THIRTY to 40 jobs are likely to go from Ampcontrol with more job losses possible in the coming weeks, unions said after meeting with management on Friday morning.
An Ampcontrol spokeswoman confirmed the likely job losses after the meeting, saying the figures given by the union were ‘‘ballpark for the affected areas’’.
Electrical Trades Union organiser Russell Wilson said the shop floor rumours had been of 100 jobs to go, so the outcome of 30 to 40 was not as bad as it could have been.
Unions approached the Newcastle Herald on Thursday, unhappy with the way Ampcontrol was handling the need to cut jobs.
Mr Wilson said the company had called for voluntary redundancies from across the company without giving employees any idea of how many jobs were going, or from which of the company’s various divisions and businesses.
Ampcontrol defended its actions in a statement to the Herald on Thursday afternoon, and Mr Wilson said the company’s decision today to give more detail was a change of heart.
‘‘We formerly had a good relation with them and hopefully it is back on track,’’ Mr Wilson said.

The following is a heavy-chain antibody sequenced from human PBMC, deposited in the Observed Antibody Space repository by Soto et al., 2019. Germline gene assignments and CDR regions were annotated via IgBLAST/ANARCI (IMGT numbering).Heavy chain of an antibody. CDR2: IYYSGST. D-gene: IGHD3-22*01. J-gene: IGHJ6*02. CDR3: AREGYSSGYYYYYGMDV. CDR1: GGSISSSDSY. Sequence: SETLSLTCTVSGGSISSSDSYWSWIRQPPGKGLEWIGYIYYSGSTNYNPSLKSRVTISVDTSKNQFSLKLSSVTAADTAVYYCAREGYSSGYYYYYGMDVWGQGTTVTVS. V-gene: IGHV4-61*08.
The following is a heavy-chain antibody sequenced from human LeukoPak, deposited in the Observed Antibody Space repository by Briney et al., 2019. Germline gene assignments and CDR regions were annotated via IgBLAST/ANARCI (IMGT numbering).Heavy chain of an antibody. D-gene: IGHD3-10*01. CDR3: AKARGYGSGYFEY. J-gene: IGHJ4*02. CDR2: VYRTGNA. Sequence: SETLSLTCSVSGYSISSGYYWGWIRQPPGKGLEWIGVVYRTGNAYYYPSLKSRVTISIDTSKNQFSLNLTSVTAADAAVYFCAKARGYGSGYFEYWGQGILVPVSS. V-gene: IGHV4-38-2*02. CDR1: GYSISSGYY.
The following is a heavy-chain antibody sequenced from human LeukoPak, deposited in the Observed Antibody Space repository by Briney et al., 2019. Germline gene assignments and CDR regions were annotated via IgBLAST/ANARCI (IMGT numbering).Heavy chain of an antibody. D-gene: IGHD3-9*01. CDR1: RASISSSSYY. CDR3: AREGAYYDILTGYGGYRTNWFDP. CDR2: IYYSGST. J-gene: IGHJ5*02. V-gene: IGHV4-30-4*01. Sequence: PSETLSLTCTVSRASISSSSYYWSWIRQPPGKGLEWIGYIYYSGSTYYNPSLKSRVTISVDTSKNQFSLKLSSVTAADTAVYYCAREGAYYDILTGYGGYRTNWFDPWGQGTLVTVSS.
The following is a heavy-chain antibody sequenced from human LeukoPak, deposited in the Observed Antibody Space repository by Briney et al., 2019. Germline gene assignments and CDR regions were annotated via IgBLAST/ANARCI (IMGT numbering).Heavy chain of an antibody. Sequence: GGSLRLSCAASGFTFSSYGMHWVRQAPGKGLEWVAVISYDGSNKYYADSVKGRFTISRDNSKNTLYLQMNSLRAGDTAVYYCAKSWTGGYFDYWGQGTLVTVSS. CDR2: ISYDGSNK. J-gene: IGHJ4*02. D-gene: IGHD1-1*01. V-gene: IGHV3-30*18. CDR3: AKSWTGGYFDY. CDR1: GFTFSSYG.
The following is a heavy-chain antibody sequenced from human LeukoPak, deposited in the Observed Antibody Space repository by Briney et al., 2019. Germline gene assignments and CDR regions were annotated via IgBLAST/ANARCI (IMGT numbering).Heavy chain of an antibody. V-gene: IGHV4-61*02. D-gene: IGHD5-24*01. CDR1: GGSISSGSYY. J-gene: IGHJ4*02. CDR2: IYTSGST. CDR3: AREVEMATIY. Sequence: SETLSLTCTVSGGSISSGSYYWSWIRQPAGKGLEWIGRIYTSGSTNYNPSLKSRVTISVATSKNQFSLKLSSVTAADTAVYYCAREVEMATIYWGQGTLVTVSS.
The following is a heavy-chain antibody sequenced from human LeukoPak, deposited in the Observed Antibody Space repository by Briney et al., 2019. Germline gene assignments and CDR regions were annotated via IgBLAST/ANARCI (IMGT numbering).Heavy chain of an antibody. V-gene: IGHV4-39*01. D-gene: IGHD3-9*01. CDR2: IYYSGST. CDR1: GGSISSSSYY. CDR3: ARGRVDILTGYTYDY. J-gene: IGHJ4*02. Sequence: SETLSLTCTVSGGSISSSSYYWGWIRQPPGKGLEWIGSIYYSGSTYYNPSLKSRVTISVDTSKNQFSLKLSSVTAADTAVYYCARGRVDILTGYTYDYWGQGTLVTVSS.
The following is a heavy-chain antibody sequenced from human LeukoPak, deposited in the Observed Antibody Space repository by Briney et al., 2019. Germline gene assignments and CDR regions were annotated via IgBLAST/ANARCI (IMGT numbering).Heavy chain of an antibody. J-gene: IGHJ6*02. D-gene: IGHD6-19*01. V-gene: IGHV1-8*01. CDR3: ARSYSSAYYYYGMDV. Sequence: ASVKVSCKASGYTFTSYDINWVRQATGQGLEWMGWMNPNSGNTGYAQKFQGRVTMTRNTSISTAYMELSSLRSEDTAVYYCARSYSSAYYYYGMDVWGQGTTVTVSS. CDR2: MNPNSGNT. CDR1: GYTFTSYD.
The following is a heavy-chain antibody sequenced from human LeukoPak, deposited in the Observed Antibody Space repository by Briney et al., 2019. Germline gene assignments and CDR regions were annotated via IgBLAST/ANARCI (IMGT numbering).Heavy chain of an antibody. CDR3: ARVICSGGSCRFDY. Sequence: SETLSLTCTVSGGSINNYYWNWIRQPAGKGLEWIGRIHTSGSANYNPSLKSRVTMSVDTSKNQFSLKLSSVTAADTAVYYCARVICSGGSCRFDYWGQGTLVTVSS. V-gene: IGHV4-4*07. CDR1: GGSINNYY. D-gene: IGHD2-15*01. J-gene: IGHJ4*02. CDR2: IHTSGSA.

‘‘In five or six weeks there could be another round of job cuts, depending on the state of contract work, but they have told us this time they will involve the unions from the start and they have promised to help people with their resumes in getting other work and in training to get other skills.’’
He said Ampcontrol had businesses at Tomago, Cardiff and Cameron Park and it appeared jobs would go from all Hunter sites.
He said the company would not say if jobs were going from other Ampcontrol sites outside of the region.
The company has grown dramatically in recent years, buying a number of rival businesses across Australia and internationally.
‘‘We asked them whether they had grown too fast and paid too much for some of their assets but they said they were all bought at bargain basement prices, had helped them diversify and had added value to the company,’’ Mr Wilson said.
In a memo Friday, to Hunter-based Ampcontrol employees, the company’s chief executive officer and managing director, Geoff Lilliss, set out the situation facing the company and the workforce.
Mr Lilliss said that after ‘‘initially taking a cautious approach to employee numbers’’ it had become necessary to cut further jobs.
Mr Lilliss said employment agreements varied across the business, and voluntary redundancy was being offered ‘‘in some circumstances’’.
People were being redeployed as an alternative to redundancy wherever possible.